Does marriage grant you immunity?

 

Today, the Supreme Court quashed the rape case filed against filmmaker Madhur Bhandarkar by actor Preeti Jain. The actor reportedly wanted to marry and settle down and felt that the case was delaying her marriage. Rape is a serious charge to level against someone; the crime is horrific, its scars permanent and the battle against it arduous. It subjects both the alleged rapist and the victim to merciless public scrutiny, social censure and condemnation, which the latter obviously does not deserve. Eight years ago, in 2004, when Preeti had filed a case against the director, she had alleged that he had raped her 15 times. I remember wondering why any woman who was raped once would, instead of lodging a complaint immediately and bringing the rapist to book, return to the alleged rapist and render herself vulnerable to repeated assault. It seemed more like a trade-off gone wrong, a bargain that had left one side empty-handed. There are enough stories of gullible young girls with stars in their eyes, who are lured by the glitz of stardom into getting trapped by the casting couch. Few are those who actually manage to bag substantial roles in films and fewer those, who, after being cheated, when their mentors go back on their words, decide to teach them a lesson for being short-changed. Sex, in a lot of these cases, remains consensual as long as both parties adhere to the terms and conditions. The moment the promises are broken, the dreams shattered and reality sinks in, the perception and nature of the relationship undergo a drastic change.

After doggedly pursuing the case for eight long years, for which Preeti received support from quite a few women’s groups and activists, it’s ironical that she opted for an out of court settlement with her alleged tormentor. But then, the prospect of matrimony does strange things to women. The house help of a certain actor, who accused him of rape, vanished from her home at her native place somewhere in Konkan and all but stopped pursuing the case, as she too had found a match who was ready to marry her despite the ‘slur’ on her. A rape victim is often advised to marry her abuser, if the latter so proposes, as if his ‘noble’ act  can wipe out all the scars and absolve the rapist of the crime – after all, he isn’t leaving his victim high and dry, he’s making a respectable woman out of her. It does not matter if the rape continues on the conjugal bed. The victims, conditioned from the time they were born to think of marriage as the ultimate goal, give in without a murmur. To them, it’s better than an existence where the finger pointing and character assassination never stop. They go on to suffer under the garb of ‘respectability’ but perhaps find keeping up this pretence a less grievous and painful option.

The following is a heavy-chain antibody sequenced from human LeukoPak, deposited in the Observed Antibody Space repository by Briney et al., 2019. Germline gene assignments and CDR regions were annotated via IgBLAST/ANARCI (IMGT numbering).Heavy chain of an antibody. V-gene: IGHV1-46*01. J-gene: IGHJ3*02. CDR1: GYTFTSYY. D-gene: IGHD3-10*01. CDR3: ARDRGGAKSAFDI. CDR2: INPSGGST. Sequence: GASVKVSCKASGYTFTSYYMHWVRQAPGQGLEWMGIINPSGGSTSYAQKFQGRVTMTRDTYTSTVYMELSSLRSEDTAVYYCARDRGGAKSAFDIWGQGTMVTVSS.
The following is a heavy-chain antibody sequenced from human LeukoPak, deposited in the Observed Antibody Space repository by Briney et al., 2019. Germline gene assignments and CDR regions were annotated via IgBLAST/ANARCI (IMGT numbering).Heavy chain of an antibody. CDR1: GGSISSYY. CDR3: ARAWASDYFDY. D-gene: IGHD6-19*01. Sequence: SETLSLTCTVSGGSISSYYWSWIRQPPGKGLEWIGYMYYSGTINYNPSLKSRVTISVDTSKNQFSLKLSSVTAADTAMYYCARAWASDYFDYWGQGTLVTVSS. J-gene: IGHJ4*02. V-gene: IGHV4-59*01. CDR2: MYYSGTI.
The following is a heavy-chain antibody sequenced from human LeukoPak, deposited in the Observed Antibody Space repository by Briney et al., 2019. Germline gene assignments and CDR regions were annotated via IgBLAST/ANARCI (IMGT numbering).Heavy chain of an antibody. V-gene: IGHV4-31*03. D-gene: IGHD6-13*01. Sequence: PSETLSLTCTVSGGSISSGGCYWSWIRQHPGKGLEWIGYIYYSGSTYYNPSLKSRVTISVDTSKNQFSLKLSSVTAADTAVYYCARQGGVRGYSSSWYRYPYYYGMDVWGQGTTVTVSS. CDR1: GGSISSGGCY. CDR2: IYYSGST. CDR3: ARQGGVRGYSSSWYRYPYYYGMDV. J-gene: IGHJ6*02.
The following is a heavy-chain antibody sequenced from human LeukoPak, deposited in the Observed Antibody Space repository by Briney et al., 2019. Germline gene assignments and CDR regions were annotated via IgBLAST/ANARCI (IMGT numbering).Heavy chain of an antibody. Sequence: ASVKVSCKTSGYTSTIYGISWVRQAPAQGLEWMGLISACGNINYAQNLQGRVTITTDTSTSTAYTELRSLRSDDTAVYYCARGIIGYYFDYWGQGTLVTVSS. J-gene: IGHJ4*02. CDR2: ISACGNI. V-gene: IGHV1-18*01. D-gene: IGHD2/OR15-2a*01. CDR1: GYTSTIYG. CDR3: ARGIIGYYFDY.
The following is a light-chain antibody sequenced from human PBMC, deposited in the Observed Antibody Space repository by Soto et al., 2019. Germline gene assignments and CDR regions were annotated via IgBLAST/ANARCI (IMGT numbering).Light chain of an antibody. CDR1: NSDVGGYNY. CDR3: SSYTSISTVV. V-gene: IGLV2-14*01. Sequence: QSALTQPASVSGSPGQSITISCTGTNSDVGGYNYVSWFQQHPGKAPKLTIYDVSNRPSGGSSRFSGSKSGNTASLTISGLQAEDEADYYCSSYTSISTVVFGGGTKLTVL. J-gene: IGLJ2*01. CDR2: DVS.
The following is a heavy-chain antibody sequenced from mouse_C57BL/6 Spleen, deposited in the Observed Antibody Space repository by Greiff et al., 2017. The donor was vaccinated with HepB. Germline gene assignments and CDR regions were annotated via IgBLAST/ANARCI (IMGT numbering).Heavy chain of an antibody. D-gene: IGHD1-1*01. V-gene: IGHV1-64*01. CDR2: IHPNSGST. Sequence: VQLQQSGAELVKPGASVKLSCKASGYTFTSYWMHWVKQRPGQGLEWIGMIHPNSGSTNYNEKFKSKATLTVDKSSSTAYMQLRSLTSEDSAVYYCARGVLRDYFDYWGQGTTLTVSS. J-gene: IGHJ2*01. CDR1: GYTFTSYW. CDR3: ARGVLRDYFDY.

No doubt, it is every woman’s prerogative to choose the way she wants to lead her life and if marriage is more important to her than bringing her alleged harasser to book, so be it, especially, if it helps her move on in the true sense of the word and makes her happy. In fact, Bhandarkar, who was relieved and teary-eyed after the verdict said in an interview today that he would be away from the country for about 12 days, representing India at the Cairo Film Festival. He added, “Renu might be joining me.” By mentioning the wife, the director reiterated that he is, after all, a respectable married man.  

 

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About thesepeoplehere

Amateur birder, book-stalker, interpreter of melodies, naturalist, writer-watcher, spice sorcerer, doodler, walker, yoga teacher, struggling novelist...
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